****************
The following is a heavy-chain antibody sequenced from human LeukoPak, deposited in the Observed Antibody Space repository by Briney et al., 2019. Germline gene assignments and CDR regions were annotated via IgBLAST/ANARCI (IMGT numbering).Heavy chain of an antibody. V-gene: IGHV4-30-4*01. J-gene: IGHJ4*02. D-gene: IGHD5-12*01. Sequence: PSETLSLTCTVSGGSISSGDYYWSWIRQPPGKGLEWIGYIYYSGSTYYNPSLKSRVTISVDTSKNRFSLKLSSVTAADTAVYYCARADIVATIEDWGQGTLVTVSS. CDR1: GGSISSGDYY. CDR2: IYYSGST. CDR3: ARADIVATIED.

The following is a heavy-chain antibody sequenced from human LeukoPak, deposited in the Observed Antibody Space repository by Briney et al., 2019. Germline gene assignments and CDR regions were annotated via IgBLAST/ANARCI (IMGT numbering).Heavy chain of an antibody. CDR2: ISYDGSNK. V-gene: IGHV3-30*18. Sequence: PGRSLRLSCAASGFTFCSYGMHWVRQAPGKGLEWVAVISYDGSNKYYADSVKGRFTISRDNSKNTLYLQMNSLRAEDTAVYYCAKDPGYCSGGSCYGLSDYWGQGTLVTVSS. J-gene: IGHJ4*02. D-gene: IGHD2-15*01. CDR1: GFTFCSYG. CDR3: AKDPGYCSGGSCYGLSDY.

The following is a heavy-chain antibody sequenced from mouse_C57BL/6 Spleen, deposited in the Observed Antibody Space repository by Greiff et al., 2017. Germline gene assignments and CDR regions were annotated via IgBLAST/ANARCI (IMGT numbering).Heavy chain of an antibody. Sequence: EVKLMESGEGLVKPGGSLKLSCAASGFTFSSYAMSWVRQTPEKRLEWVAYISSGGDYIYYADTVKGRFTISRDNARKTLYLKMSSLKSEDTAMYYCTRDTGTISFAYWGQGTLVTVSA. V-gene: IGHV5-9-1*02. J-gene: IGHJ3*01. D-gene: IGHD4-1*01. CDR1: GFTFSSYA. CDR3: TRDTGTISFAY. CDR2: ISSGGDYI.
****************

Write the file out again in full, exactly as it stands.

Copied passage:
The following is a heavy-chain antibody sequenced from human LeukoPak, deposited in the Observed Antibody Space repository by Briney et al., 2019. Germline gene assignments and CDR regions were annotated via IgBLAST/ANARCI (IMGT numbering).Heavy chain of an antibody. V-gene: IGHV4-30-4*01. J-gene: IGHJ4*02. D-gene: IGHD5-12*01. Sequence: PSETLSLTCTVSGGSISSGDYYWSWIRQPPGKGLEWIGYIYYSGSTYYNPSLKSRVTISVDTSKNRFSLKLSSVTAADTAVYYCARADIVATIEDWGQGTLVTVSS. CDR1: GGSISSGDYY. CDR2: IYYSGST. CDR3: ARADIVATIED.

The following is a heavy-chain antibody sequenced from human LeukoPak, deposited in the Observed Antibody Space repository by Briney et al., 2019. Germline gene assignments and CDR regions were annotated via IgBLAST/ANARCI (IMGT numbering).Heavy chain of an antibody. CDR2: ISYDGSNK. V-gene: IGHV3-30*18. Sequence: PGRSLRLSCAASGFTFCSYGMHWVRQAPGKGLEWVAVISYDGSNKYYADSVKGRFTISRDNSKNTLYLQMNSLRAEDTAVYYCAKDPGYCSGGSCYGLSDYWGQGTLVTVSS. J-gene: IGHJ4*02. D-gene: IGHD2-15*01. CDR1: GFTFCSYG. CDR3: AKDPGYCSGGSCYGLSDY.

The following is a heavy-chain antibody sequenced from mouse_C57BL/6 Spleen, deposited in the Observed Antibody Space repository by Greiff et al., 2017. Germline gene assignments and CDR regions were annotated via IgBLAST/ANARCI (IMGT numbering).Heavy chain of an antibody. Sequence: EVKLMESGEGLVKPGGSLKLSCAASGFTFSSYAMSWVRQTPEKRLEWVAYISSGGDYIYYADTVKGRFTISRDNARKTLYLKMSSLKSEDTAMYYCTRDTGTISFAYWGQGTLVTVSA. V-gene: IGHV5-9-1*02. J-gene: IGHJ3*01. D-gene: IGHD4-1*01. CDR1: GFTFSSYA. CDR3: TRDTGTISFAY. CDR2: ISSGGDYI.